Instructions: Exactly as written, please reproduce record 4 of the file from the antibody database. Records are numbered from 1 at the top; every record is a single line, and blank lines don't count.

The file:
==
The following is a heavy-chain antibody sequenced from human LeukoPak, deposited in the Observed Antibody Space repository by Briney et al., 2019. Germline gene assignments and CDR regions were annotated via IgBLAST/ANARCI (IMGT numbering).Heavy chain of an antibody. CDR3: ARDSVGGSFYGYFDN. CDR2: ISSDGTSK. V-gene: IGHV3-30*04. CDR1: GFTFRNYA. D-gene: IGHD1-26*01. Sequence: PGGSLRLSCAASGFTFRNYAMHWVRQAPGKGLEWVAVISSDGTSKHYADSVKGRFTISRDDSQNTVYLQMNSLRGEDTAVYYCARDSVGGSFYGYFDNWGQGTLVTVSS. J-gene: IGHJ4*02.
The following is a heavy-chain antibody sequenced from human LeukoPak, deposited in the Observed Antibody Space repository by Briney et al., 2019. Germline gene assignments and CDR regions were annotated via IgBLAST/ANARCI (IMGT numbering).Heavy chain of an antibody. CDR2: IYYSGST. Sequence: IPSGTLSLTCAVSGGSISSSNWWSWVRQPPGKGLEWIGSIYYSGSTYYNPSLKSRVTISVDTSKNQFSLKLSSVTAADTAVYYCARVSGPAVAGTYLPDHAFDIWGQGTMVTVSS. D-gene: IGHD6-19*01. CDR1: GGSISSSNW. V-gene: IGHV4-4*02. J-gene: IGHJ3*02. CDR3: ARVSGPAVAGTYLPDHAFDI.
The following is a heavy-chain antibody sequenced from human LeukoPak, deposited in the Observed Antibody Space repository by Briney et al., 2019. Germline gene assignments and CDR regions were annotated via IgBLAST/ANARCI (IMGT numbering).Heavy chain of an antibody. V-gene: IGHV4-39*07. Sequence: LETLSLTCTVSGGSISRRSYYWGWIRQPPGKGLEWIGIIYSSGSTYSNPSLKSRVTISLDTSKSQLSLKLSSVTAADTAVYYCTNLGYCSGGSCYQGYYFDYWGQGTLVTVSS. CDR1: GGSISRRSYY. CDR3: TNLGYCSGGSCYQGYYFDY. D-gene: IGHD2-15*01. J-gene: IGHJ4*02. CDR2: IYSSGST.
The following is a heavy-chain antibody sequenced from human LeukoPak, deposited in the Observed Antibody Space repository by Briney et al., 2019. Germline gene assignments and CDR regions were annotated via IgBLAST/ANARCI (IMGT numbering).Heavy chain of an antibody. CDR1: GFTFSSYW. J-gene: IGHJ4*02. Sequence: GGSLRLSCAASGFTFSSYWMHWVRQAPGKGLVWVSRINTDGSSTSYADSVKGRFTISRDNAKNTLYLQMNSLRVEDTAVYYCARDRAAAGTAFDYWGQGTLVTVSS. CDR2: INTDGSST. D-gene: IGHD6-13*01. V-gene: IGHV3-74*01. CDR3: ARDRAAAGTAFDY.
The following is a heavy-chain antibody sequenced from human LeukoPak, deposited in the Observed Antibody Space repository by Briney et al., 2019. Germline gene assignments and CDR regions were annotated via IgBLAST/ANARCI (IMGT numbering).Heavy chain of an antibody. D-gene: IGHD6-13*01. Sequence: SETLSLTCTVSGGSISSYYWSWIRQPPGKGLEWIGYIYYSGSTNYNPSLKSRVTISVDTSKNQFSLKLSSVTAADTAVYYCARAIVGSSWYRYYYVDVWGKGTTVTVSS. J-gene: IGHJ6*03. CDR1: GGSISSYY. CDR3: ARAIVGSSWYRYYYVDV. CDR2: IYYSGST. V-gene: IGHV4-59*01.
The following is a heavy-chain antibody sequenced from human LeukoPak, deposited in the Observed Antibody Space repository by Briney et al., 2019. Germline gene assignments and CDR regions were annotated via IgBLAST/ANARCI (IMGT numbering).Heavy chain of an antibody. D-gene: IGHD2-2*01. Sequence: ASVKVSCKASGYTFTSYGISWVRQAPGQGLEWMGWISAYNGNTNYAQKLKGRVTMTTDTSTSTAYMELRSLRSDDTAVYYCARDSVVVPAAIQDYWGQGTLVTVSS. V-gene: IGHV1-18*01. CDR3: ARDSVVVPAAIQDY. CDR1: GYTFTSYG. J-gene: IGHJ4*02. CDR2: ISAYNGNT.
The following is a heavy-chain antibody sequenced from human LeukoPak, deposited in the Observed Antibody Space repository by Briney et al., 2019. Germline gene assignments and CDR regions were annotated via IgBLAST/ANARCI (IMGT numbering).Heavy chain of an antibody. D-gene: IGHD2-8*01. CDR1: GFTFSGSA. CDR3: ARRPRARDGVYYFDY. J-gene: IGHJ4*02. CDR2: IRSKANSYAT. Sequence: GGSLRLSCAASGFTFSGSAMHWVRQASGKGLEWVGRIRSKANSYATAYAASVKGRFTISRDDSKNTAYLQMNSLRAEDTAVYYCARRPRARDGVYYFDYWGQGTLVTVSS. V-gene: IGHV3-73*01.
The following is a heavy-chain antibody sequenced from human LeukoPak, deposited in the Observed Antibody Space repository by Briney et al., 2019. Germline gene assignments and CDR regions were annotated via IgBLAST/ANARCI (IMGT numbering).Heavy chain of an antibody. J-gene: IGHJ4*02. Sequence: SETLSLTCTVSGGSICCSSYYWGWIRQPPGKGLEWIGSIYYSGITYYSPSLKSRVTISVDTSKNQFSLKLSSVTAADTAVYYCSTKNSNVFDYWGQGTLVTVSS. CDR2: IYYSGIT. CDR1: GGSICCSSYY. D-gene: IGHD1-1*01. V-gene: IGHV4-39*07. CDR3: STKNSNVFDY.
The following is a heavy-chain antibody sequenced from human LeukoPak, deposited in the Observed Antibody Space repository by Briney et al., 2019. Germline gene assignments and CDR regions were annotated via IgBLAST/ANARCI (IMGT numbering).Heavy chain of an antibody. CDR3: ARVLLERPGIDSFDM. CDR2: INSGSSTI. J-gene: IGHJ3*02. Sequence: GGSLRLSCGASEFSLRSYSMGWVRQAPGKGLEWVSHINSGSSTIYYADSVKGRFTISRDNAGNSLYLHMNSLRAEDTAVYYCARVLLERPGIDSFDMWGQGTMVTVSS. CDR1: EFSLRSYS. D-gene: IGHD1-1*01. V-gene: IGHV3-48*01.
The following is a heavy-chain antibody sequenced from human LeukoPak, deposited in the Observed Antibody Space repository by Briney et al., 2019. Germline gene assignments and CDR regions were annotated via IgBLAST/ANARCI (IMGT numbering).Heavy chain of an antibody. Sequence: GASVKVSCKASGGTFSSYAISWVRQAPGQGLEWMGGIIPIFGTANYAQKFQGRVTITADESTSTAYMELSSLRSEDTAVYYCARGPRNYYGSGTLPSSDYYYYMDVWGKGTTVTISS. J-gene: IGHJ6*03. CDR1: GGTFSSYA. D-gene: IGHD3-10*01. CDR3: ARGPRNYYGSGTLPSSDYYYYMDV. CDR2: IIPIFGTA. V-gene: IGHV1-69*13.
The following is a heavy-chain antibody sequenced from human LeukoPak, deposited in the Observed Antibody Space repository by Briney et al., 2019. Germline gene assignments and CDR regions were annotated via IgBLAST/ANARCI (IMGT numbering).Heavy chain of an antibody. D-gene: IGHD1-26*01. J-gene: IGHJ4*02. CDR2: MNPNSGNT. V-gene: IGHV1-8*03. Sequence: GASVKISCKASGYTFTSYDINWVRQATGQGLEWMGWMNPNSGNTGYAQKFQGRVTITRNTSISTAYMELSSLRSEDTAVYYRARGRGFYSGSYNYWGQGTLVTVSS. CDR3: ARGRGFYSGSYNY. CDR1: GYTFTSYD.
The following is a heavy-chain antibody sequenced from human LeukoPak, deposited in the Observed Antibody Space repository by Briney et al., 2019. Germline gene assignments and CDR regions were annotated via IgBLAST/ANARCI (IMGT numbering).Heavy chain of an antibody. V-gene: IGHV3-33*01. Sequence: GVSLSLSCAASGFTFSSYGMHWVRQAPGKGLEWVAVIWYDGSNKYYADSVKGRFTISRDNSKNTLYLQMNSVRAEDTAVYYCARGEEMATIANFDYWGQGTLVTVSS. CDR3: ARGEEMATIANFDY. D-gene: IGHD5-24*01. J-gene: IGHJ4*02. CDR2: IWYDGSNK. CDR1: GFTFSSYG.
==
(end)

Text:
The following is a heavy-chain antibody sequenced from human LeukoPak, deposited in the Observed Antibody Space repository by Briney et al., 2019. Germline gene assignments and CDR regions were annotated via IgBLAST/ANARCI (IMGT numbering).Heavy chain of an antibody. CDR1: GFTFSSYW. J-gene: IGHJ4*02. Sequence: GGSLRLSCAASGFTFSSYWMHWVRQAPGKGLVWVSRINTDGSSTSYADSVKGRFTISRDNAKNTLYLQMNSLRVEDTAVYYCARDRAAAGTAFDYWGQGTLVTVSS. CDR2: INTDGSST. D-gene: IGHD6-13*01. V-gene: IGHV3-74*01. CDR3: ARDRAAAGTAFDY.